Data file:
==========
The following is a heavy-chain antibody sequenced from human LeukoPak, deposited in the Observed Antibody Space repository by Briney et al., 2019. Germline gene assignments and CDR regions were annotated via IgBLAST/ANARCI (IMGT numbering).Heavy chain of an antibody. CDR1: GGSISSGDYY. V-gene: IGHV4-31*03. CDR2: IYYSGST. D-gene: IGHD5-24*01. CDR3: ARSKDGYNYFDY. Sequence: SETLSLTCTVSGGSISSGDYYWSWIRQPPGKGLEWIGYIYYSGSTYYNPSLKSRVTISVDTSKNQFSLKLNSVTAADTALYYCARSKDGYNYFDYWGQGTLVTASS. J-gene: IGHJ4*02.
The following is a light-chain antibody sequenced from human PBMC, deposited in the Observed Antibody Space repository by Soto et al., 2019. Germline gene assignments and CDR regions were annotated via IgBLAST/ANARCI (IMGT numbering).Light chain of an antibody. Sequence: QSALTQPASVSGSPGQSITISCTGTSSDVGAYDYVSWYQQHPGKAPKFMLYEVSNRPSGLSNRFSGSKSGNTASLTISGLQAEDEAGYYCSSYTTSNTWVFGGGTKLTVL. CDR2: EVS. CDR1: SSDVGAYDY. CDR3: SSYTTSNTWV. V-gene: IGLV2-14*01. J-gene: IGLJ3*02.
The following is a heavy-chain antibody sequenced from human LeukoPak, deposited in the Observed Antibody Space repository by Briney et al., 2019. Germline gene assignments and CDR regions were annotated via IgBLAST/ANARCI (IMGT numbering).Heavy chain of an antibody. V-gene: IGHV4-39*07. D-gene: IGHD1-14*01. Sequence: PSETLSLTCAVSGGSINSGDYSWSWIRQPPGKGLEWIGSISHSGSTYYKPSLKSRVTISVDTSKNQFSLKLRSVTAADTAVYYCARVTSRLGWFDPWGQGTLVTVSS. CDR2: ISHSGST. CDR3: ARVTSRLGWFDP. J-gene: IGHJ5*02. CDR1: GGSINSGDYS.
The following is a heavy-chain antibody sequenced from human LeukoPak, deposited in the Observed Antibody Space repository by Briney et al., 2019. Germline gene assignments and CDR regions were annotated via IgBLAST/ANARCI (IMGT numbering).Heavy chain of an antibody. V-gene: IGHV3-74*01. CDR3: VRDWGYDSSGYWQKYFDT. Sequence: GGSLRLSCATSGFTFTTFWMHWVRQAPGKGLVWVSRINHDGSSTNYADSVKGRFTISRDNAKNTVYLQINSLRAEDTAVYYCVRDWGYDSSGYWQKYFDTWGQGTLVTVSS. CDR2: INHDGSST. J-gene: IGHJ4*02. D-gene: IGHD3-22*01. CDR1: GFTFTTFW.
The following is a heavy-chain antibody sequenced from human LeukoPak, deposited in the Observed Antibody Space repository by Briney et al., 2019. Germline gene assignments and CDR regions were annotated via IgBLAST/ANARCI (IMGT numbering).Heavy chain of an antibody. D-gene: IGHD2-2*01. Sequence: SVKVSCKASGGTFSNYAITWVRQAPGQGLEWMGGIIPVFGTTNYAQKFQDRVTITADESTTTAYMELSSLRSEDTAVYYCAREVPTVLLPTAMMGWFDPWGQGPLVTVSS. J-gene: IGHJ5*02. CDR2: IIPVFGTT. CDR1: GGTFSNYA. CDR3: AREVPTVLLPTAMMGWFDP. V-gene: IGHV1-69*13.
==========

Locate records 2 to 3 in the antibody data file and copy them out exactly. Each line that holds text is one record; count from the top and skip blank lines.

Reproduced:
The following is a light-chain antibody sequenced from human PBMC, deposited in the Observed Antibody Space repository by Soto et al., 2019. Germline gene assignments and CDR regions were annotated via IgBLAST/ANARCI (IMGT numbering).Light chain of an antibody. Sequence: QSALTQPASVSGSPGQSITISCTGTSSDVGAYDYVSWYQQHPGKAPKFMLYEVSNRPSGLSNRFSGSKSGNTASLTISGLQAEDEAGYYCSSYTTSNTWVFGGGTKLTVL. CDR2: EVS. CDR1: SSDVGAYDY. CDR3: SSYTTSNTWV. V-gene: IGLV2-14*01. J-gene: IGLJ3*02.
The following is a heavy-chain antibody sequenced from human LeukoPak, deposited in the Observed Antibody Space repository by Briney et al., 2019. Germline gene assignments and CDR regions were annotated via IgBLAST/ANARCI (IMGT numbering).Heavy chain of an antibody. V-gene: IGHV4-39*07. D-gene: IGHD1-14*01. Sequence: PSETLSLTCAVSGGSINSGDYSWSWIRQPPGKGLEWIGSISHSGSTYYKPSLKSRVTISVDTSKNQFSLKLRSVTAADTAVYYCARVTSRLGWFDPWGQGTLVTVSS. CDR2: ISHSGST. CDR3: ARVTSRLGWFDP. J-gene: IGHJ5*02. CDR1: GGSINSGDYS.